It’s all a bit hush hush, for now. But I’m working on the most enticing project since joining Southbank Investment Research. And I’d like your help to figure out what happens next. It’s all about the net-zero commitment to prevent climate change.

You see, governments have pledged to reach net zero on carbon emissions. The timeframes vary. The methods do too, such as the date of banning petrol and diesel cars. (It wasn’t long ago that we subsidised diesel to save the planet…)

My question is what’d happen if we can’t get there – or, in other words, if we can’t make it to those commitments, for whatever reason.

Actually, I’ll give you the reason…

The Green Energy Transformation and the electrification of everything requires a truly impossible amount of resources (i.e. metals, minerals and energy). It just can’t be done.

I can’t give away the research I’ve been doing on the resources shortfall. But here are a few choice quotes from experts that I’ve uncovered so far:

“The energy system in the future as imagined in the transition will require the extraction and movement of a quantity of materials equal to or greater than the quantity of materials that humanity extracts, moves and grows for all other purposes combined. I don’t think that is going to happen. I mean, this is not a statement of politics, statement of aspiration, or an objection to motivations. It’s just not going to happen. The world is not capable of doing that.”

The biggest shortfall in terms of the total amount needed is in copper. Here’s how one expert thinks we’ll meet net zero’s copper demand: “I would say to you that this is impossible for copper alone, never mind the other minerals.”

It’s not just about creating enough energy supply from green sources, or the electrification of things which demand energy like cars. The grid we currently use in our homes was designed to manage a kettle, not an electric car, electric heater, electric water heater, electric hob and the rest of it. The safety switch in my house gets triggered when I run my laptop, internet modem, washing machine and garage door at the same time.

Overhauling the electrical systems of homes to manage the electrification of everything would be rather labour intensive. That would be true even if everyone decided to become an electrician.

Then there are the geopolitical consequences of going green. If you think that Europe’s reliance on Russia’s gas turned out to be problematic for supporting wind and solar down times, you ain’t seen nothing yet. Renewable energy has been captured by China to a far greater extent, especially for refining the materials needed to manufacture green energy-related products.

If you think Qatar’s human rights abuses were awkward for European gas buyers, you should check out the cobalt mines of the Democratic Republic of Congo…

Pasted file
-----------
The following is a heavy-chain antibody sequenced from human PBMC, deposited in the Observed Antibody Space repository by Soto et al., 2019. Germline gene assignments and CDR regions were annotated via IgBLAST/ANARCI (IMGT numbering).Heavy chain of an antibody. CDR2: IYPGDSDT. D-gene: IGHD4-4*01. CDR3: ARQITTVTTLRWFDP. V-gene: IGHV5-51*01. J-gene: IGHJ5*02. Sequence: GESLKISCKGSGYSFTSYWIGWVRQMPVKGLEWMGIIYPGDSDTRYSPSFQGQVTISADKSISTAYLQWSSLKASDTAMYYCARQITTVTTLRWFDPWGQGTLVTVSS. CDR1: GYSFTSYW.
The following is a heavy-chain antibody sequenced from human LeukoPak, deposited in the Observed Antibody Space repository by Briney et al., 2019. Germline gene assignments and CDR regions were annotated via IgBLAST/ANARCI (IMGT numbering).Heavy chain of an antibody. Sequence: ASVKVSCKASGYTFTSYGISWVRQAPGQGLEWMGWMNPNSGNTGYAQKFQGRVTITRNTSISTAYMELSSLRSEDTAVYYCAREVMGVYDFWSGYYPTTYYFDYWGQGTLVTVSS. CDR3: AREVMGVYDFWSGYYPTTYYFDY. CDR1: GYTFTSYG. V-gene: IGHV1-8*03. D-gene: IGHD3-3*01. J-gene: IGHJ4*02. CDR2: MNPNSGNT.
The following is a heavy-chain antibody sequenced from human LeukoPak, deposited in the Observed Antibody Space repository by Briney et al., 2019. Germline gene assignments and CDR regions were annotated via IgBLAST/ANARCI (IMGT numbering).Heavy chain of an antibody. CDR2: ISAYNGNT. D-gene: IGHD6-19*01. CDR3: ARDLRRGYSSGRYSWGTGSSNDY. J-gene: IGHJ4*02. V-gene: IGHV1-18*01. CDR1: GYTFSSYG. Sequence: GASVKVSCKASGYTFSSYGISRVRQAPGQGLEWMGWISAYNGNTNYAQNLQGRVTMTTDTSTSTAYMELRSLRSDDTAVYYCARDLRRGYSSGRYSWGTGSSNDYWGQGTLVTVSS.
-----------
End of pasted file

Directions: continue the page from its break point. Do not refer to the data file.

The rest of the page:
Making things even worse, the net-zero commitments are built around the assumption presumption belief that we will be able to sequester carbon out of the atmosphere in order to cancel out the emissions we do still dare to make, such as breathing.

What if we can’t do so? What if we can’t net out Johnny’s bad breath or Mary’s flatulence?

Of course we can! It’s just a question of cost and energy efficiency. Sequestration technologies are likely to be rather energy and resource intensive…

As business consultants like to say, you can’t make up for negative margins with volume.

Anyway, I’ll leave the details for my upcoming reports.

Today I need your help with the solution to all this… at least, that’s what the politicians will call it.

All of the above this implies one of two things will have to happen. And I’m asking you today which of the two it’ll be.

I am not asking which option you’d choose as prime minister, but the choice you expect from the buffoon who happens to be in charge at the time that reality dawns on the electorate.

Option One is to give up on net zero and declare your intention to destroy the world by drowning it in carbon dioxide. In that case, fossil fuel companies’ shares go bananas as demand outstrips supply after a severe lack of investment caused by ESG and political threats.

Political pressure for this is already building, of course. Some local governments in the UK are refusing to go along with various green projects already. London’s ULEZ expansion is an amusing example for anyone who had the misfortune of crossing the wrong imaginary lines.

But other local governments in the UK are already considering Option Two. It’ll be called, “demand management”. The lights go out, in other words, but as a result of deliberate decisions. You won’t be allowed to drive your car where you want to go. You won’t be able to keep warm or buy good food. Well, your ration card will tell you how much good food you can buy. Carbon ration card, that is. And don’t worry, the card will be digital, so they’ll know where you are too.

Faced with the inability to reach net zero by producing the energy we need in a net-zero way, governments will be forced to cut demand by curtailing your life.

No doubt this sounds absurd. But we’ve just lived through a decent chunk of it this winter and would’ve experienced far more in a colder one.

And, if you’re not convinced the government would lock you in your house or cause shortages of basic goods by disrupting the supply chain, consider that saving the planet is a rather good excuse to impose just about anything.

So, which will it be? Will governments go for broke on net zero, or give up on the planet?

Let me know your thoughts, along with your permission to publish, at [email protected].

Nick Hubble
Editor, Fortune & Freedom